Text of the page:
Reports

Zloader: Back in Action (But Quietly)

Executive Summary

The Zloader malware is a trojan derived from the Zeus banking trojan that originally targeted German banks in 2015-2016. The code and capabilities of the trojan evolved, and it started to be marketed as “Silent Night” in underground forums around 2019, following trends similar to other MaaS, complete with a clever and catchy name, moved from fraud to ransomware to a fully sophisticated modular trojan. The current iteration of Zloader offers anti-analysis features, natively supported 64-bit Windows loader and encrypted network communications to its C2 server.

Technical Analysis

To avoid analysis and to decrease the efficacy of sandboxing techniques, Zloader utilizes junk code, resolves the majority of its imports at runtime and has explicit expectations for the filename, wherein failure to match the expected filename causes execution to stop. Since malware sandboxes will rename files, this can be problematic for analysis utilizing sandboxes.

ZeuS fits into this with its overlay section called ‘PeSettings’ where installation information is stored. If a system is not already infected, the trojan will recognize this and follow through with generating the information needed to install and uniquely identify the RC4 key for the host. The PeSettings will be reencrypted and overlay data overwritten modifying the header and data size. 

For C2 communications, if the primary server is unavailable, Zloader utilizes DGA which is a fairly common tactic in a number of malware families and their associated campaigns.

Zloader’s static configuration is encrypted using the RC4 stream cipher and ThreatLabZ observed the same RSA public key for each of the unique samples analyzed.

Once Zloader has been installed on a system, access to the infected systems can be sold to affiliates and additional malicious activities can be achieved including ransomware and installation/misuse of legitimate tools (e.g., Cobalt Strike).

The Zloader trojan typically arrives via malicious Office or Google documents containing malicious macros sent by email or through a malicious advertisement delivery mechanism. This is achieved by compromise of legitimate domains and adding malicious subdomains impersonating the legitimate domain/service. Attempting to download a product from the compromised domain being impersonated results in redirection to the threat actor’s domain. According to Microsoft, the Zloader operators have typically used the REG.RU, LLC registrar and the .site TLD.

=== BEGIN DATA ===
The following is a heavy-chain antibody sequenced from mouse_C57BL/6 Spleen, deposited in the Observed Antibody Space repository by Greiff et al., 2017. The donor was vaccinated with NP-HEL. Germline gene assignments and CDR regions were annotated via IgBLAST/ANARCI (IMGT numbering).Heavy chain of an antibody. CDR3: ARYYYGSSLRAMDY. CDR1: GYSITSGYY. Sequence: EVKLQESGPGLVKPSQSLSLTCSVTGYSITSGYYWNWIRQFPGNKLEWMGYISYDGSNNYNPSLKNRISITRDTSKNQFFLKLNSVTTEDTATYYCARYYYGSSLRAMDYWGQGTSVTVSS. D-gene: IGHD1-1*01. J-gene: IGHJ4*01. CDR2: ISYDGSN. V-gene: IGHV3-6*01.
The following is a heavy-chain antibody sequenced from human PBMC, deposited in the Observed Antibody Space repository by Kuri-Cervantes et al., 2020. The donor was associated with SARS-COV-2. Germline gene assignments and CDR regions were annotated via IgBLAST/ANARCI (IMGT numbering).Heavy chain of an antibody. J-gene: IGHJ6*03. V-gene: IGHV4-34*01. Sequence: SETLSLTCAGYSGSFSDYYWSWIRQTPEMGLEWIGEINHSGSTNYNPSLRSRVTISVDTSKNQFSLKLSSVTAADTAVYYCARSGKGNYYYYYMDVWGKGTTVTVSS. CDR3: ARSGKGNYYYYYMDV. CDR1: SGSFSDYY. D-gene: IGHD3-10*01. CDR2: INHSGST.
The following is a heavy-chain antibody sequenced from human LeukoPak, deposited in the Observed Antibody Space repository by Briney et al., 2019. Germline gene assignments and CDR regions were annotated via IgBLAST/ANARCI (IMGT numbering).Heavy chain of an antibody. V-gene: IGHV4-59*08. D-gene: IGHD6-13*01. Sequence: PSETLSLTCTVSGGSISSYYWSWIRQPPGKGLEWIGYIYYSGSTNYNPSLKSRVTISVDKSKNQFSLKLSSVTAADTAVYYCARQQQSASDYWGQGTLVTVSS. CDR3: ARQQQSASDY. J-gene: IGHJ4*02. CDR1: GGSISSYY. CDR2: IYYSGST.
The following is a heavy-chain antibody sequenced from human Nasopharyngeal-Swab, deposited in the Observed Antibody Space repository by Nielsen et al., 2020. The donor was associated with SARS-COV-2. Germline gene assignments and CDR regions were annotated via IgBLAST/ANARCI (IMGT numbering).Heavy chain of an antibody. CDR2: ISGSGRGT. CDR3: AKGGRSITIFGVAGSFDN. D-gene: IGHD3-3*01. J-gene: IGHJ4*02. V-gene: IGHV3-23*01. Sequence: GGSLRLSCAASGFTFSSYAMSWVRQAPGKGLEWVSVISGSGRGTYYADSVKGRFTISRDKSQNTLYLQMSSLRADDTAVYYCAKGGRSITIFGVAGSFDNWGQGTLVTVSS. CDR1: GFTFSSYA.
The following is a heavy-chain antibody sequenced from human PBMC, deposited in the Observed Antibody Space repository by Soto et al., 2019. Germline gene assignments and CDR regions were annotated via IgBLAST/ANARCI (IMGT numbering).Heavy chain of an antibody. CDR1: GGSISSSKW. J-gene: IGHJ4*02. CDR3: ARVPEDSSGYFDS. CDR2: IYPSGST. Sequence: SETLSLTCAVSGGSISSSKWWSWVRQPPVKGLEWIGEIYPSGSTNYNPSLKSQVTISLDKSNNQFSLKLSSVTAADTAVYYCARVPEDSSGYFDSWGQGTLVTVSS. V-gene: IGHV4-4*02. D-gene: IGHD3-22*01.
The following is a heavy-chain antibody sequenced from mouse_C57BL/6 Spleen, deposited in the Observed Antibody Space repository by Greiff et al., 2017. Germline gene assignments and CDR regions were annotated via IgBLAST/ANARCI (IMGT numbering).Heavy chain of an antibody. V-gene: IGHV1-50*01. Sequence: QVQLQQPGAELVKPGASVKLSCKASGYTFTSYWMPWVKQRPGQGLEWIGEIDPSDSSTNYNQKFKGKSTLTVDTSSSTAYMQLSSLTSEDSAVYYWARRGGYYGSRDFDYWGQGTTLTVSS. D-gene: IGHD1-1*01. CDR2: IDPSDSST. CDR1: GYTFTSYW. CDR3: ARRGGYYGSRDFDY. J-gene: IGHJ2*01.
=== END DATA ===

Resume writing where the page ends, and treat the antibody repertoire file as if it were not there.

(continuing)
Following are some of the collected artifacts amongst various sources accessed throughout this analysis:

SHA256 IOCs from Zloader samples:

cba9578875a3e222d502bb6a85898939bb9e8e247d30fcc0d44d83a64919f44885962530c71cd31c102853d64a8829f93b63bd1406bdec537b9d8c200f8f0bccb1a6bf93d4ee659db03e51a3765d4d3c2ee3f1b56bd9b701ab5939d63f57d9ee85b1a980eb8ced59f87cb5dd7702e15d6ca38441c4848698d140ffd37d2b55e6038487af6226adef21a29f3d31baf3c809140fcb408191da8bc457b6721e3a5516af920dd49010cf297b03a732749bb99cc34996f090cb1e4f16285f5b69ee7d25c8f98b79cf0bfc00221a33d714fac51490d840d13ab9ba4f6751a58d55c78d2cdb78330f90b9fb20b8fb1ef9179e2d9edfbbd144d522f541083b08f84cc45683deff18d50843ee70ca9bfa8d473521fd6af885a6c925b56f63391aad3ee0f398dccaaa3d1efd240d201446373c6de09c06781c5c71d0f01f86b7192ec42eb2adbd0c7096a7373be82dd03df1aae61cb39e0a155c00bbb9c67abc01d48718aab206695fb128857012fe280555a32bd389502a1b47c8974f4b405ab19921ac93b47e4b62b956730815518c691fcd16c48d352fca14c711a8403308de9b7c1378d92286543a9e04b70525b72885e2983381c6f3c68c5fc64ec1e9695567fb090deb4b412b4fc58ce2f134cac7ec30bd5694a3093939d129935fe5c65f27ce9499f03b9dce7b701d874ba95293c9274782fceb85d55b276fd28a67b9e419114fdbf6d8306522f26544cd8f73c649e03cce0268466be27fe6cc45c67cc1a4bdc1b8fa4b2019d7bf5560b88ae9ab3b3deb96162037c2ed8b9e17ea008b0c97611616fbd60fffb5d161e051daa3e7d65c0ad5f589687e92e43329c5c4c950f58fbb75

Zloader C2 URLs:
hxxps[://]adslstickerhi[.]world
hxxps[://]adslstickerni[.]world
hxxps[://]dem.businessdeep[.]com

What Ultraviolet Cyber is Doing

  • UltraViolet Cyber is actively threat hunting for IOCs and artifacts related to emerging threats
  • Monitoring hosts for potential compromise or unusual activity based on up-to-date alerting, signatures, and rules
  • Communicating with customers promptly when vulnerabilities that may be exploited are shown to be present either via threat hunting or in information gathered during normal workflow

 

What Customers Can Do

  • Proceed to only utilize approved browsers with appropriate security controls in place and avoid downloading applications from the web or documents from email attachments that aren’t thoroughly vetted from a known source
  • Avoid activity involving the disabling or compromise of AV or installed detection software on company workstations

 

References

Any.run:

Title: “Zloader”
Source: Any.run. Retrieved from any.run/malware-trends/zloader

Title: “Loader Now Targets 64-bit Systems: Analyze The New Version in ANY.RUN”
Source: Any.run. Retrieved from any.run/cybersecurity-blog/new-zloader-campaign/

Thehackernews.com:

Title: “Loader Malware Evolves with Anti-Analysis Trick from Zeus Banking Trojan”
Source: The Hacker News. Retrieved from thehackernews.com

Microsoft:

Title: “Dismantling ZLoader: How malicious ads led to disabled security tools and ransomware”
Source: Microsoft. Retrieved from www.microsoft.com

SC Magazine:

Title: “Increased stealth introduced in updated Zloader malware”
Source: SC Media. Retrieved from www.scmagazine.com

Zscaler:

Title: “Zloader Learns Old Tricks”
Source: Zscaler ThreatLabz. Retrieved from www.zscaler.com/blogs/security-research/zloader-learns-old-tricks

Title: “loader: No Longer Silent in the Night”
Source: Zscaler ThreatLabz. Retrieved from www.zscaler.com/blogs/security-research/zloader-no-longer-silent-nigh